Sunday, August 11, 2013

I Planted Carrots

This was a busy weekend of tidying up, amending, and planting. The bed that got "tidied" (everything pulled out) was the one that had held the zucchini and most of the cucumbers. After pulling up the old plants, I spread a wheelbarrow load of compost over the bed and then used my grub hoe to "till" the bed. If the bed hadn't been for carrots, I probably wouldn't have worked it so deeply, but I wanted the roots to have no trouble growing long and straight.

After raking the bed smooth, I added a little of my own mix of organic amendments, then sifted those into the top few inches of soil before planting.

One of the great things about planting the carrots is that I get to use my seeder. Most of my crops aren't planted directly into the garden as seeds so solidly in the beds, but carrots are. It's always fun to roll that seeder down the row, and great to know that the seeds are planted with pretty good spacing at the depth that I want, covered up and tamped down, all in one pass!

Grub hoe and seeder help make short work of planting the carrots. PHOTO/atlantaveggies@blogspot.com
I planted five rows of carrots and then one row of winter radishes.

The day wasn't super hot -- only in the 80s -- but it was humid and still, so in the mid-afteroon -- rather than working out in the blazing hot sun -- I worked on the shady front porch on transplants for the beds that aren't far enough along to clear for fall planting.  I started a tray of fall greens and bumped up my cabbage, broccoli, and cauliflower seedlings into larger pots.

Meanwhile, the summer crops are coming in at a good pace. I'm especially happy about the success of the peppers. We've been putting a couple of pounds of them, chopped, into the dehydrator each week for awhile now, and they will make our winter meals very tasty.

A day's August harvest in a rainy garden year.  PHOTO/atlantaveggies.blogspot.com

Hope everyone else's gardens are doing well!

4 comments:

  1. Is that Star of David okra? I tried that for the first time this year. It's just now starting to make a few pods. When you dry the peppers, how do you store them? Do they need to stay air tight or in the fridge? I freeze them but never thought to use the dehydrator.
    I'm thinking we may have an early fall. I'm ready for collards and brussel sprouts!

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  2. Hi Barbara! It's not Star of David; it's Louisiana Short. Last time I grew it, the plants got hilariously tall, then fell over into the road (they were planted 10 feet away). This time, I chopped the tops off when the plants got about four feet high. The plants are branching more as a result, and I am expecting the pod production to speed up within a week or so.

    For the peppers, I chop them into pieces that are the size I normally would use for most recipes (smaller than 1/2 inch square), dry them to little crispy bits, then store them in tightly sealed canning jars in the garage. The important thing is for them to stay dry, and the jars are very good at keeping moisture out.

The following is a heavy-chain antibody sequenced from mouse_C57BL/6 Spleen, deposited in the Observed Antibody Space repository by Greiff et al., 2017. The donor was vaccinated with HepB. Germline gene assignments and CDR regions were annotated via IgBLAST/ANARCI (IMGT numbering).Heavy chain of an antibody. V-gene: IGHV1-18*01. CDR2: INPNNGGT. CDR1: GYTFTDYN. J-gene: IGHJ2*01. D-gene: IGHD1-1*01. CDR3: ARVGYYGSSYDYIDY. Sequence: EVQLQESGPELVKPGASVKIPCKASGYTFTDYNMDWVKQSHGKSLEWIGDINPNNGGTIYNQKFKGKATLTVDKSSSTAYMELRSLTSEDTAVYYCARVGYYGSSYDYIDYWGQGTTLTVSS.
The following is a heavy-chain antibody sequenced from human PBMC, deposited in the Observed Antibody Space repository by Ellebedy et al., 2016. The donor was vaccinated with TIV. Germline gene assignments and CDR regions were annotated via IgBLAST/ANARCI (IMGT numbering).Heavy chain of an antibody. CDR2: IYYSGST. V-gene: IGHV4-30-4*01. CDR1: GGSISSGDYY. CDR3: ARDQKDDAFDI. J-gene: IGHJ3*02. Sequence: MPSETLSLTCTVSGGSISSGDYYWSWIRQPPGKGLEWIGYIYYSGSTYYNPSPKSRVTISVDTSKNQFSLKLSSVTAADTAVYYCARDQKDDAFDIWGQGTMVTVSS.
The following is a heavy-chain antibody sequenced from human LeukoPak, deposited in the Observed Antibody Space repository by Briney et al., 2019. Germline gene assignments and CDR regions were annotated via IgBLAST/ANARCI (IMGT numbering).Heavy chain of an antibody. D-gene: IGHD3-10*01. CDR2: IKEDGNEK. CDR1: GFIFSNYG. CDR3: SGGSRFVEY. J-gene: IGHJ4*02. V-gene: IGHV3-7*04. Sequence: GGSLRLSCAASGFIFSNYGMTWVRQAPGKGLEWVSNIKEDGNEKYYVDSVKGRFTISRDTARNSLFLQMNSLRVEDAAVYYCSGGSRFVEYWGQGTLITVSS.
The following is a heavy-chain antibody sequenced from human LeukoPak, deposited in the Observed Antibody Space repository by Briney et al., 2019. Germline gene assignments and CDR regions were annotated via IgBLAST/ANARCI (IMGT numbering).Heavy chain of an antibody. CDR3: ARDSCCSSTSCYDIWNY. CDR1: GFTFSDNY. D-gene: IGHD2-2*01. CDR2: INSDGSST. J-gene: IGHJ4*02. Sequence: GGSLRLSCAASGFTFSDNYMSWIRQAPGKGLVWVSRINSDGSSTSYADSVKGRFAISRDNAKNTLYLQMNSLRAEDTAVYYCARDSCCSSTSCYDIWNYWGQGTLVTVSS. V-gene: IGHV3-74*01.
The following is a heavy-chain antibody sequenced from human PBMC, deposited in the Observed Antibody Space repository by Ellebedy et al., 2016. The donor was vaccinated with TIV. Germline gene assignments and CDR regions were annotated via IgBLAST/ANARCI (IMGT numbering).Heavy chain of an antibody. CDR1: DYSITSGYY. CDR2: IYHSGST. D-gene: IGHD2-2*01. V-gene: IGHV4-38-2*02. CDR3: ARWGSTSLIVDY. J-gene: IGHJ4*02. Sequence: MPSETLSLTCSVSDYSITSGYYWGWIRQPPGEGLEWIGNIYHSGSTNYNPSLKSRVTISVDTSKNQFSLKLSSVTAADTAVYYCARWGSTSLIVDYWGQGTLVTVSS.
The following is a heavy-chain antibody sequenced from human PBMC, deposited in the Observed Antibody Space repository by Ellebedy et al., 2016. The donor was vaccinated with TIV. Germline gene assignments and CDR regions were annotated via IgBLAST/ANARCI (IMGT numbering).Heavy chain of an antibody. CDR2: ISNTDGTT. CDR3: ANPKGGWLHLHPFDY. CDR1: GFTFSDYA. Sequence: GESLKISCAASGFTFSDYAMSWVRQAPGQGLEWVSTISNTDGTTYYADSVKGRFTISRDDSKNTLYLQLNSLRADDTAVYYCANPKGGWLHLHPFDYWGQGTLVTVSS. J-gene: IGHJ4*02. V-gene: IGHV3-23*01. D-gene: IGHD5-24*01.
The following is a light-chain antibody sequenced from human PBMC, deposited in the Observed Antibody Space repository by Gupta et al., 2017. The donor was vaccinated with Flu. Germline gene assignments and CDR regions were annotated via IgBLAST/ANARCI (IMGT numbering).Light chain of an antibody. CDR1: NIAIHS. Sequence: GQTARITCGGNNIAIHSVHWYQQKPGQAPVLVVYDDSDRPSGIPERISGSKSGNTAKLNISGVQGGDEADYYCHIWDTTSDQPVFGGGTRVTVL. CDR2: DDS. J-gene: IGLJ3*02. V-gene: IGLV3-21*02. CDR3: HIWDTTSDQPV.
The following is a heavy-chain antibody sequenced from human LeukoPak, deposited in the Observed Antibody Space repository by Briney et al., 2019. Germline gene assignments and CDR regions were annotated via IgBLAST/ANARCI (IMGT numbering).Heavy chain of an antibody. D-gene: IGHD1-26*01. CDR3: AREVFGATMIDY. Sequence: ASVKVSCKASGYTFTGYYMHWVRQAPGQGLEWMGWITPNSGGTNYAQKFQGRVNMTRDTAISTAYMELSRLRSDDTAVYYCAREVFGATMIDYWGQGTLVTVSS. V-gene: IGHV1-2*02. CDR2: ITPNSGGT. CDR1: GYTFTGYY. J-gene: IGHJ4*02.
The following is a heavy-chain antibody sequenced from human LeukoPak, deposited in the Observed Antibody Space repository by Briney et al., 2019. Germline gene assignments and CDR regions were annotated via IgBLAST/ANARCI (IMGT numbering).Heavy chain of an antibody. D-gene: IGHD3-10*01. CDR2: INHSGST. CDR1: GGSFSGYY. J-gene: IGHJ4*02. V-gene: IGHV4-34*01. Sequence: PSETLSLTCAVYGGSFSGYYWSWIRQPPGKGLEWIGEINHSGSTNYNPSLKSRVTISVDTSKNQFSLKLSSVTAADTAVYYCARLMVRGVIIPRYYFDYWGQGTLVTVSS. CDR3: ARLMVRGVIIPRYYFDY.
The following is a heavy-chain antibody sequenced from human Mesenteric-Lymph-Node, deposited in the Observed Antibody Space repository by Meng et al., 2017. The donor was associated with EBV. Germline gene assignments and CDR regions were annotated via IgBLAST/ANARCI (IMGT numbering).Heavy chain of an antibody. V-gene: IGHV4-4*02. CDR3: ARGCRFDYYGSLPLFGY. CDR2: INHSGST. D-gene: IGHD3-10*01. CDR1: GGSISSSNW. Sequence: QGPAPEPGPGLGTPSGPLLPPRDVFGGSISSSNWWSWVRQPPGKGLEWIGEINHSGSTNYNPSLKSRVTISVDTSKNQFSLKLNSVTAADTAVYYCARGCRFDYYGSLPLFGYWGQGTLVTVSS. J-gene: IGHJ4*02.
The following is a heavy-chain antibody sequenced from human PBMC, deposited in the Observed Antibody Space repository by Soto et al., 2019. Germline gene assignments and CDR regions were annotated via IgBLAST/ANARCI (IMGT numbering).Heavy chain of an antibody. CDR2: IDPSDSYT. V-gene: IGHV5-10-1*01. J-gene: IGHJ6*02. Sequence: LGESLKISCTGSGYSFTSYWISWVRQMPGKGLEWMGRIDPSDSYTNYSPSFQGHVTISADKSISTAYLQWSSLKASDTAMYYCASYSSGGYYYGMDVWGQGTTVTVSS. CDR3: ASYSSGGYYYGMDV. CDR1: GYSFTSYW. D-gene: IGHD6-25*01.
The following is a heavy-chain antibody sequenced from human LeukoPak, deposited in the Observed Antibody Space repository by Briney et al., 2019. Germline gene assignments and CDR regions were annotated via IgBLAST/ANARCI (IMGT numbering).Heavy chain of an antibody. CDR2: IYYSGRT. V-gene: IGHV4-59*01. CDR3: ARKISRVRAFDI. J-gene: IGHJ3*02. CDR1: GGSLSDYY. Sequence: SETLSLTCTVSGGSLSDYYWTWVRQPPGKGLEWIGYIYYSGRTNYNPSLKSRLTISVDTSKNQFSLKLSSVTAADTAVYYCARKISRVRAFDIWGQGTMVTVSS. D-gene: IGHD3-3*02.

I think the summer has been odd enough that a whole lot of gardeners are ready for a new season! I, for one, hope that the upcoming fall is less weird than this summer.

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  3. Hi Amy, I found your site through a web search on raspberries in the south. I just wanted to let you know I am enjoying paging through your articles. I, too, grew up in the north (West Virginia) which IS almost heaven for gardening. Here in Raleigh, NC, the soil is poorer, the sun is hotter, and the skies less giving of summer rain. I have been struggling with gardening expectations, and it is nice to see how you have adjusted and how you are having success.
    Last year my husband and I bought a home (or as I think of it, we finally got a yard of our own) and we are fighting the good fight for a little food independence. We started our raised beds in the fall and planted cabbages in them (only to find that the full sun spot in the summer is full shade once the sun gets lower in the sky). We are planting fruit trees even though we know the squirrels got all but a few of our pecans before they even got ripe enough to pick (I think integrated pest management is going to involve some trap and destroy tactics). We are studying permaculture and we are going to get some chickens. And I am going to plant some black berries and maybe raspberries.

    Thanks for the good blog and the good info on the Heritage red raspberry variety.

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    Replies
    1. Hi Sarah, I am glad to hear that I've written something useful! I am originally from Oklahoma; we lived at Wallops Island in Virginia, near the Coast Guard base, for two years before moving to Georgia. Before living in Virginia, we lived on a barrier island off the Texas Gulf coast for four years, so my gardening experiences have been pretty varied.

      I haven't taken a Permaculture Design course, but any avenue to gaining a little food independence is bound to be useful. I hope you check back in sometime and report on your garden/yard progress; I will be interested in hearing how it's all going! - Amy

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